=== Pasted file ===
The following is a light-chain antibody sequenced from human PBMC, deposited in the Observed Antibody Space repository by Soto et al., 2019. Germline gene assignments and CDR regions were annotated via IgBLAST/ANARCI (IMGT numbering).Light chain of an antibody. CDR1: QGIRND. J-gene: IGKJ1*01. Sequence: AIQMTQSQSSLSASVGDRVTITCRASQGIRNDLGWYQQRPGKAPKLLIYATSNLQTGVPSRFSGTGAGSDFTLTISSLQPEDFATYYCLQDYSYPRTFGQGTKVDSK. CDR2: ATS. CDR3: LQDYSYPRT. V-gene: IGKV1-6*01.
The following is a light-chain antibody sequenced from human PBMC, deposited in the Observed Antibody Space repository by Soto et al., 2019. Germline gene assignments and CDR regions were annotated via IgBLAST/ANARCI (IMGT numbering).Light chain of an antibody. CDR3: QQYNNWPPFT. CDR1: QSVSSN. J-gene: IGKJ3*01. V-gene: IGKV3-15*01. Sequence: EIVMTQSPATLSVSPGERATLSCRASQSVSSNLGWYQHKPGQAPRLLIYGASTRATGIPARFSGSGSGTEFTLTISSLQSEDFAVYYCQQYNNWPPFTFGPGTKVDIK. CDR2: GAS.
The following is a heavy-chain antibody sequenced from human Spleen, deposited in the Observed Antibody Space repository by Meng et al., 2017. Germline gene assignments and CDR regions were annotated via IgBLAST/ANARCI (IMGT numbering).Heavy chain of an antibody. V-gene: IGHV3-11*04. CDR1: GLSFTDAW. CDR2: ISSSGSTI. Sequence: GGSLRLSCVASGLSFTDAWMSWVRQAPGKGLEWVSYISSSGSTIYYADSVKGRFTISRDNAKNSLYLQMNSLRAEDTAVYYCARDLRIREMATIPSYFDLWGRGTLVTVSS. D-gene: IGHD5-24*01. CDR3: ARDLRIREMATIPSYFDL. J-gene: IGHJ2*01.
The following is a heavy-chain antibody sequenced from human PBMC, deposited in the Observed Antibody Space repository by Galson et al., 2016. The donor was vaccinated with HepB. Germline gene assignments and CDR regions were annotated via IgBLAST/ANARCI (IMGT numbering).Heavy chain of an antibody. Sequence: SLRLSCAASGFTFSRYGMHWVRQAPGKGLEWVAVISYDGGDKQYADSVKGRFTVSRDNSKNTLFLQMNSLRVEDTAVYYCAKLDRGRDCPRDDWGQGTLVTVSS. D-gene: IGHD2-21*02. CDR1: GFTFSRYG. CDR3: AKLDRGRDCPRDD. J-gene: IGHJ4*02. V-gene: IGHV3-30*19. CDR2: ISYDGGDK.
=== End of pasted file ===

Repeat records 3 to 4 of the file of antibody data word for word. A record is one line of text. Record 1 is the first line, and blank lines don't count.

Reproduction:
The following is a heavy-chain antibody sequenced from human Spleen, deposited in the Observed Antibody Space repository by Meng et al., 2017. Germline gene assignments and CDR regions were annotated via IgBLAST/ANARCI (IMGT numbering).Heavy chain of an antibody. V-gene: IGHV3-11*04. CDR1: GLSFTDAW. CDR2: ISSSGSTI. Sequence: GGSLRLSCVASGLSFTDAWMSWVRQAPGKGLEWVSYISSSGSTIYYADSVKGRFTISRDNAKNSLYLQMNSLRAEDTAVYYCARDLRIREMATIPSYFDLWGRGTLVTVSS. D-gene: IGHD5-24*01. CDR3: ARDLRIREMATIPSYFDL. J-gene: IGHJ2*01.
The following is a heavy-chain antibody sequenced from human PBMC, deposited in the Observed Antibody Space repository by Galson et al., 2016. The donor was vaccinated with HepB. Germline gene assignments and CDR regions were annotated via IgBLAST/ANARCI (IMGT numbering).Heavy chain of an antibody. Sequence: SLRLSCAASGFTFSRYGMHWVRQAPGKGLEWVAVISYDGGDKQYADSVKGRFTVSRDNSKNTLFLQMNSLRVEDTAVYYCAKLDRGRDCPRDDWGQGTLVTVSS. D-gene: IGHD2-21*02. CDR1: GFTFSRYG. CDR3: AKLDRGRDCPRDD. J-gene: IGHJ4*02. V-gene: IGHV3-30*19. CDR2: ISYDGGDK.